These procedures have been described in previous publications47,48. Briefly, splenic DCs were purified by magnetic-activated sorting using CD11c MicroBeads and MidiMacs (Miltenyi Biotec, Bergisch Gladbach, Germany), in the presence of EDTA to disrupt DC–T-cell complexes. Cells were >99% CD11c+, >99% MHC I-A+, >98% B7-2+, <0.1% CD3+, and appeared to consist of 90–95% CD8, 5–10% CD8+ and ~5% mPDCA-1+ cells. For positive selection of mPDCA-1+ DCs (6), CD11c+ cells were fractioned using mPDCA-1 MicroBeads (Miltenyi Biotec). More than 95% of the mPDCA-1+ cells were stained by 120G8. For negative selection of CD8 DCs, CD11c+ cells were fractioned by means of CD8α MicroBeads (Miltenyi Biotec). The CD8 fraction was ~45% CD4+ and typically contained <0.5% contaminating CD8+ cells. Less than 5% CD8 DCs expressed the 120G8 marker. All endotoxin-free CpG-ODNs either on a phosphorothioate (ODN 1826 (5′-tccatgacgttcctgacgtt-3′), ODN 1826 negative control (nc-ODN; 5′-tccatgatattcctgatatt-3′), ODN 1826 non-CpG control (GpC; 5′-tccataagcttcctgagctt-3′), ODN 2006 (5′-tcgtcgttttgtcgttttgtcgtt-3′)) or on a phosphodiester backbone (CpG-A (5-TCCATGACGTTCCTGACGTT-3)) were purchased from Invitrogen Life Technologies. (Lowercase letters in ODN sequences refer to nucleotides for which the 3′ internucleotide linkage is phosphorothioate-modified; endotoxin contamination, when measured by the Limulus assay (Sigma), was negligible in all ODN preparations.) pDCs were treated in vitro with 1 or 10 μg of CpG-ODN 1826 or the control ODNs.

siRNA synthesis and transfection

These procedures, performed according to standard methodologies, are described in full in Supplementary Methods.

Immunization and skin test assay

The skin test assay we have been using measures class I-restricted responses to synthetic peptides (H-2Ld–restricted P815AB.35-43 [LPYLGWLVF] and H-2Db–restricted HY [WMHHNMDLI]). Following intravenous transfer of peptide-pulsed DCs, the response to intrafootpad challenge with the soluble peptide was measured, as described previously in detail20,26 and also elucidated in Supplementary Methods.

Kynurenine assay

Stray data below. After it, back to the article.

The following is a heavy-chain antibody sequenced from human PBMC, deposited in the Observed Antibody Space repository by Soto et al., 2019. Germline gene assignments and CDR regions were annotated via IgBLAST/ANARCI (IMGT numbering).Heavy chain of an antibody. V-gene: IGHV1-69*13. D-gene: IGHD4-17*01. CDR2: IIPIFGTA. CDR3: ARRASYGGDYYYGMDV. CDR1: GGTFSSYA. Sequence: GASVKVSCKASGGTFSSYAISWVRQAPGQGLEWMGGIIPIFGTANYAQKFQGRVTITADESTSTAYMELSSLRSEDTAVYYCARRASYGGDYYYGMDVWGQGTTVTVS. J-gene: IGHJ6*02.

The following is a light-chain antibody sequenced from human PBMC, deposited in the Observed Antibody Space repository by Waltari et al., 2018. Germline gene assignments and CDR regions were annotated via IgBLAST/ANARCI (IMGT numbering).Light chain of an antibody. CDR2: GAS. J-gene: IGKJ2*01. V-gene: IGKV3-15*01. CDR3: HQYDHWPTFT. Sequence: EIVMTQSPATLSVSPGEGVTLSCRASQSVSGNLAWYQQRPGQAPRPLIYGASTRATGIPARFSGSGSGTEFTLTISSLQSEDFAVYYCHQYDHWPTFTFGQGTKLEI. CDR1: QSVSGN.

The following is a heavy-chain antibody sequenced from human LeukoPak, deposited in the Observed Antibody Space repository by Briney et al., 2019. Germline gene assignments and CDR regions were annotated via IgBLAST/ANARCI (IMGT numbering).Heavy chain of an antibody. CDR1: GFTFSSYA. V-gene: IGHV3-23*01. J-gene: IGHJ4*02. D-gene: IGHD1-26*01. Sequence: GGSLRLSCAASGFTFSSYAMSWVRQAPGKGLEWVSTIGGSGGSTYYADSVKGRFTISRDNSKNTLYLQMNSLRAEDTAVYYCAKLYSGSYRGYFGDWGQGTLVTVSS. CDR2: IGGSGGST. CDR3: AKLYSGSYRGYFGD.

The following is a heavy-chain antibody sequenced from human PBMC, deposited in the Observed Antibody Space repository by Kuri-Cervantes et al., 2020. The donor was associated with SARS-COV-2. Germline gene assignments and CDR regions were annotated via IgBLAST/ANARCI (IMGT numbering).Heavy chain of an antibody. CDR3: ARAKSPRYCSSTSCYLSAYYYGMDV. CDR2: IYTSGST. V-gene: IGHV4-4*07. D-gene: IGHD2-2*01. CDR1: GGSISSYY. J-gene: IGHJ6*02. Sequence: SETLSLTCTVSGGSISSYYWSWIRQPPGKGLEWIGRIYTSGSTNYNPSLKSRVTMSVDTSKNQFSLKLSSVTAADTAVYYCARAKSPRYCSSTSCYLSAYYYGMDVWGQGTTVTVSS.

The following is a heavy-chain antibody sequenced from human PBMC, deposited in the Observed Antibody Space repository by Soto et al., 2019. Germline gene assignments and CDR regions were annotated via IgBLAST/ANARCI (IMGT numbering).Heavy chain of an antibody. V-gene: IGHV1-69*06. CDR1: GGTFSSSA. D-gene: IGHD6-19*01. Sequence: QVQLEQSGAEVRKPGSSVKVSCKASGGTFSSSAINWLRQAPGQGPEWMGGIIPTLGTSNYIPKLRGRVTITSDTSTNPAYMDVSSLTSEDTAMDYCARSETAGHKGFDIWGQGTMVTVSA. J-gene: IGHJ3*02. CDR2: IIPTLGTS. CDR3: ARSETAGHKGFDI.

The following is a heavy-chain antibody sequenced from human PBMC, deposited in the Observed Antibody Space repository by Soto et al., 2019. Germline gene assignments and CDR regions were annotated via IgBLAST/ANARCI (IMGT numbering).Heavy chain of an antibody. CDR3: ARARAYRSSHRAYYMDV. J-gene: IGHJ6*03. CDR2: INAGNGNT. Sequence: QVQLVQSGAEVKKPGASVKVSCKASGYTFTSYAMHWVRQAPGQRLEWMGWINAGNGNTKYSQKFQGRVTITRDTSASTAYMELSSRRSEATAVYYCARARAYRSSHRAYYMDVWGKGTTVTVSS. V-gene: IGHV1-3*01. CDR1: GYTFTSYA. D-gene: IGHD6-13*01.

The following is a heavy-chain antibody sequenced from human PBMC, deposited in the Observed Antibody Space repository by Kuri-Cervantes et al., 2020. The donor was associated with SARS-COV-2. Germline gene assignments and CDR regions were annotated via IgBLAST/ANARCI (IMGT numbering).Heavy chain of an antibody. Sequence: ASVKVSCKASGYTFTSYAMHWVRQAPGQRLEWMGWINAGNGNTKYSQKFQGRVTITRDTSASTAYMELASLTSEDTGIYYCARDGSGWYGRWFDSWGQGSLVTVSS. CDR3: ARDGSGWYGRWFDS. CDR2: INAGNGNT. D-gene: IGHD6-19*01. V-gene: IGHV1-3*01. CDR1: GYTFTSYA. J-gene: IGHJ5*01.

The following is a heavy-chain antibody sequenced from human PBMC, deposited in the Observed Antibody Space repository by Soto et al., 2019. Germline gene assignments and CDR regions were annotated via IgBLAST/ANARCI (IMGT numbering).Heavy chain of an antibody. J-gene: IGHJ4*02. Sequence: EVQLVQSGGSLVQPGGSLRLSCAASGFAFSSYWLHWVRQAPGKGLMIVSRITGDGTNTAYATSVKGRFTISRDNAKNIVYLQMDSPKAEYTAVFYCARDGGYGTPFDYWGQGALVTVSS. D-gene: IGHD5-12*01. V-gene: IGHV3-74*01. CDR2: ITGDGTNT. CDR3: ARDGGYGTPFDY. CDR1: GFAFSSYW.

IDO1 functional activity was measured in vitro in terms of the ability of DCs to metabolize tryptophan to kynurenine, whose concentrations were measured by HPLC, as described previously26,48.

Immunoblot and ELISA analyses

These procedures, performed according to standard methodologies, are described in full in Supplementary Methods.

PCR assay

PCR assessment of Gata3 and Foxp3 transcripts in thoracic lymph node CD4+ T cells was described26,35.

Human FL-DC preparation and immunoprecipitation

Human mature FL-DCs were obtained from peripheral blood mononuclear cells (PBMCs). Briefly, PBMCs were separated from whole blood of healthy donors by centrifugation through a density gradient of Ficoll–Paque (GE Healthcare). Whole blood was layered onto a sterile aqueous medium containing Ficoll at a predetermined density of 1.077 g ml−1 at 25 °C. Gentle centrifugation at room temperature resulted in the separation of PBMCs at the blood/Ficoll interface, with the other white blood cells and red blood cells passing through the interface and accumulating at the bottom of the tube. FL-DCs were obtained from purified CD14+ monocytes by culturing cells in Iscove-modified medium for 7 days in the presence of 50 ng ml−1 of human FLT3L (Peprotech). The resulting FL-DCs were washed and cultured for 18 h with 0.3 or 3 μg ml−1 of CpG-ODN 2006 (5′-TCGTCGTTTTGTCGTTTTGTCGTT-3′). Supernatants were then analysed for cytokine production (IL-23 and TGF-β; Promega) and cell lysates for IDO expression by western blotting using an anti-human IDO reagent (Millipore). FACS analysis revealed that the FL-DCs were CD123+ CD11clow BDCA2+ and BDCA4+. For immunoprecipitation, FL-DCs (100 × 106 cells per sample) were stimulated for 30 min with low-dose (0.3 μg ml−1) or high-dose (3 μg ml−1) CpG 2006, recognizing human TLR9, and lysed on ice in RIPA buffer (50 mM Tris-HCl, pH 7.4, 150 mM NaCl, 1% Nonidet P-40, 0.25% Na-deoxycholate, 1 mM EDTA, 1.4 mM Na3VO4 and protease inhibitors). Proteins were immunoprecipitated using anti-human TLR9 (Santa Cruz Biotechnology). Western blot analyses were performed using rabbit anti-human TLR9 (Cell Signaling), rabbit anti-human MYD88, rabbit anti-human TRIF (Alexis), rabbit anti-TRAF3 or rabbit anti-TRAF6 (Cell Signaling Technology).